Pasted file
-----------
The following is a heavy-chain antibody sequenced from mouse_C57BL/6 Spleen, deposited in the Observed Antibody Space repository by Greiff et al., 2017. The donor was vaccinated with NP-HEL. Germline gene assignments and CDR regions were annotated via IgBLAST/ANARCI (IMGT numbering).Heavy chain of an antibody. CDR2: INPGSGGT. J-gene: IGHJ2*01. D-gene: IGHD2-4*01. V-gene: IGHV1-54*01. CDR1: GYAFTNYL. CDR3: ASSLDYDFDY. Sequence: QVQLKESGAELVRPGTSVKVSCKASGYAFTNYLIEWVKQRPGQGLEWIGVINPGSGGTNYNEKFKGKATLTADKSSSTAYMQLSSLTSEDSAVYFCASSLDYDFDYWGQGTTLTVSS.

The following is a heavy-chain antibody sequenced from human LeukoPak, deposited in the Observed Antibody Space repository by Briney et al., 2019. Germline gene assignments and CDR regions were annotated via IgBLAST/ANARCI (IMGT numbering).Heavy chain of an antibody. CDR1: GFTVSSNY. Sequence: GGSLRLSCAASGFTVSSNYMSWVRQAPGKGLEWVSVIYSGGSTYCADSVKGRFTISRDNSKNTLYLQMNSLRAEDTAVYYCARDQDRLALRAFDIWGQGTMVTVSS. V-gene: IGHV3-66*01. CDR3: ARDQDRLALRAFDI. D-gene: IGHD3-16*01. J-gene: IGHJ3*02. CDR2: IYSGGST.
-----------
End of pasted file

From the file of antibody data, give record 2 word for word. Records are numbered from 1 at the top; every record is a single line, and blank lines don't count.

The following is a heavy-chain antibody sequenced from human LeukoPak, deposited in the Observed Antibody Space repository by Briney et al., 2019. Germline gene assignments and CDR regions were annotated via IgBLAST/ANARCI (IMGT numbering).Heavy chain of an antibody. CDR1: GFTVSSNY. Sequence: GGSLRLSCAASGFTVSSNYMSWVRQAPGKGLEWVSVIYSGGSTYCADSVKGRFTISRDNSKNTLYLQMNSLRAEDTAVYYCARDQDRLALRAFDIWGQGTMVTVSS. V-gene: IGHV3-66*01. CDR3: ARDQDRLALRAFDI. D-gene: IGHD3-16*01. J-gene: IGHJ3*02. CDR2: IYSGGST.